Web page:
Spiffster wrote: »
I think what they didnt understand was that the feedback from the solar system puts a load on the bus bar. They couldnt get their heads around how the main breaker de-rate gives me more capacity to add solar. They are stuck on the whole, smaller breaker = less capacity logic. Im no pro so perhaps I didnt explain it well. (especially since this concept is new to me too). I think I may have found 1 electrician that is willing to work with / learn more about this solar energy stuff. He just followed up with me this morning so hopefully it works out.
solar_dave wrote: »
Just tell them you are sourcing power from 2 locations, the solar and the grid. And to prevent the grid + solar from overloading the bus bar, you need a derate on the grid side breaker.
Spiffster wrote: »
So this electrician seems to know what he is talking about, though his equation doesnt make a whole lot of sense to me. Here is what he said in an email:
"You have a two inverters, one requiring a 30 amp on each buss, and one requiring a 20 amp on each buss. You do not have any other protection except the main breaker so the only rating we can use is the 150 amp main. We meet the requirements of 690.8 (PV breaker must be at opposite end of panel from main feeders) which qualifies us for the 120% allowance. Then to follow the requirements of NEC 690.64(B)(2) would look like this.
(30 + 20 + 150) X 20% = 200 X 20% = 166.7 amps
According to Siemens, that panel is rated at 200 (as indicated on the inside cover) so by this interpretation, you are fine.
If the PV feeding breakers were not located at the bottom of the panel, that would put you out of compliance for 690.8 and then you would no longer qualify for the 120%. Even if that was the case, as shown above, even before taking advantage of using the bus bar rating of 120%, 200 amps does not exceed your bus bar rating."
So the panel is 200amp buss bar with 150amp breaker already. This would concur with another electrician saying that the 150amp and 200amp Siemens both have 200amp buss bars. I guess that's why the label says "150amp (200amp continuous)"? So I should be good to go right?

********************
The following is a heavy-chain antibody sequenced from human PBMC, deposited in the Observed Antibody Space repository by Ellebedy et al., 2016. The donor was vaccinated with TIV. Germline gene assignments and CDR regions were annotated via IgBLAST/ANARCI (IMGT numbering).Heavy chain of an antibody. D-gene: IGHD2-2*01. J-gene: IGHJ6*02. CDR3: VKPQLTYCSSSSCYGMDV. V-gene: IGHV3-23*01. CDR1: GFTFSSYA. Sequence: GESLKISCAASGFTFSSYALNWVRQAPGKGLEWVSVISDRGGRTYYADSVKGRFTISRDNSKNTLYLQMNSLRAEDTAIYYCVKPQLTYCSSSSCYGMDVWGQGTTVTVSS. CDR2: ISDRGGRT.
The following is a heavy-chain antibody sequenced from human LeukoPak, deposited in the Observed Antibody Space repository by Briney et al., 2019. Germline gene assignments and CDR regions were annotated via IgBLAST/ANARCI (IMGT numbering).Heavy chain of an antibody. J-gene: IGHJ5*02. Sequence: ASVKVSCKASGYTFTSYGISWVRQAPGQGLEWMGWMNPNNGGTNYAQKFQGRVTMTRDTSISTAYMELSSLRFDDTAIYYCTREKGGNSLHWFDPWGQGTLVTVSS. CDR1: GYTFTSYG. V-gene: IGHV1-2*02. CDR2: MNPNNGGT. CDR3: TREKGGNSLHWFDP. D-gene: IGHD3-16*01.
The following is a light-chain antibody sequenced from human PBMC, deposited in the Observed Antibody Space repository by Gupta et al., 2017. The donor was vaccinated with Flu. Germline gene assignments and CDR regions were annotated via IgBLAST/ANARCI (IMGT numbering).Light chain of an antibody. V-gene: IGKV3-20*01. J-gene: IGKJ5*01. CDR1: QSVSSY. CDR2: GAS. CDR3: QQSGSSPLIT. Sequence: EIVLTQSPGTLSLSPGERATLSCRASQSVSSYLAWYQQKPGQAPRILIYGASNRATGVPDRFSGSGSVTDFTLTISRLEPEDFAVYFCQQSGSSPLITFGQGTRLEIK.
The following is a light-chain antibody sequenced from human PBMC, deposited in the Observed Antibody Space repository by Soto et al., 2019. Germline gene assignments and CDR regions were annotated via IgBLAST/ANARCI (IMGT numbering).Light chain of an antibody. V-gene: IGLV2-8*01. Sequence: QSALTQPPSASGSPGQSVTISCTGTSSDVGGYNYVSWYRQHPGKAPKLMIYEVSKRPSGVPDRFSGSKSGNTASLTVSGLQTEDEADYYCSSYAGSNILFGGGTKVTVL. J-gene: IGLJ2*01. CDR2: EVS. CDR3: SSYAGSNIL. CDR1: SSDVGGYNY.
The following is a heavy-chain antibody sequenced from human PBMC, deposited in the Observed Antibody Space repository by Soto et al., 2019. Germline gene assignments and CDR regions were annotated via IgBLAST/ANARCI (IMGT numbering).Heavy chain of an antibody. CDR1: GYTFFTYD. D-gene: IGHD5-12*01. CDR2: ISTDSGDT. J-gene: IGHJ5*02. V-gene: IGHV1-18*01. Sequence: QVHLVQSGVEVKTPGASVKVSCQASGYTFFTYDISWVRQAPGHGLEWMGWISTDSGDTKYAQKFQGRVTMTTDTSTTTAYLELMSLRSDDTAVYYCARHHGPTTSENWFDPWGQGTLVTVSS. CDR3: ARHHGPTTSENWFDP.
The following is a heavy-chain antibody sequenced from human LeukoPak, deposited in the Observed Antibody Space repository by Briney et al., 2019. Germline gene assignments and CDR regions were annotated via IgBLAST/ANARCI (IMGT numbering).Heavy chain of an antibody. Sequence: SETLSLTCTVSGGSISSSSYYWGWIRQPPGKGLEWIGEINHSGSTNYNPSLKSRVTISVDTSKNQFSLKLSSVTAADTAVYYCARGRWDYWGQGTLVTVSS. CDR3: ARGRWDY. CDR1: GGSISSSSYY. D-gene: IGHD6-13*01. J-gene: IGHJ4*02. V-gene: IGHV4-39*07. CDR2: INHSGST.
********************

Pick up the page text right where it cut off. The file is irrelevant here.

BB. wrote: »
I am not sure I agree with his math:150 Amp Panel * 20% = 30 amp maximum solar circuits (150 Amp Panel Rating)
200 amp panel rating * 20% = 40 amp maximum additional source current (solar)
240 amp panel rating - 150 amp main breaker = 90 Amp maximum additional source current circuits (solar)
Your electrician's math:(30 + 20 + 150) X 20% = 200 X 20% = 166.7 amps
Looks more like a maximum circuit current derating... You are only able to run 80% of a circuit's rated current... The breaker and wiring must be 1/0.80 or 1.25x larger than the continuous load. So, a "200 Amp" panel and breakers would be rated for:200 amps * 0.80 = 160 amps maximum continuous loads.
But that is neither here nor there useful for this discussion. I would assume your Solar Breakers/Wiring are already sized per the NEC... For example a 17 Amp maximum output inverter would need:17 amps * 1.25 NEC factor = 21.25 Amp Circuit
So, that would be rounded up to 25 amp circuit wiring and breaker.
Back to your issues--Assuming the panel is rated for 200 Amps (bus bars and enclosure), it does sound like you are ready to go (and the solar circuits are "at the bottom" of the bus bar, opposite end from the main breaker).
I would take a photograph of the name plate (internal, external, etc.) of your main service and take it to your local building department (assuming you have one) and see if they agree with the 90 amp solar circuits with 150 amp main breaker.
If they agree--then you should be safe to proceed.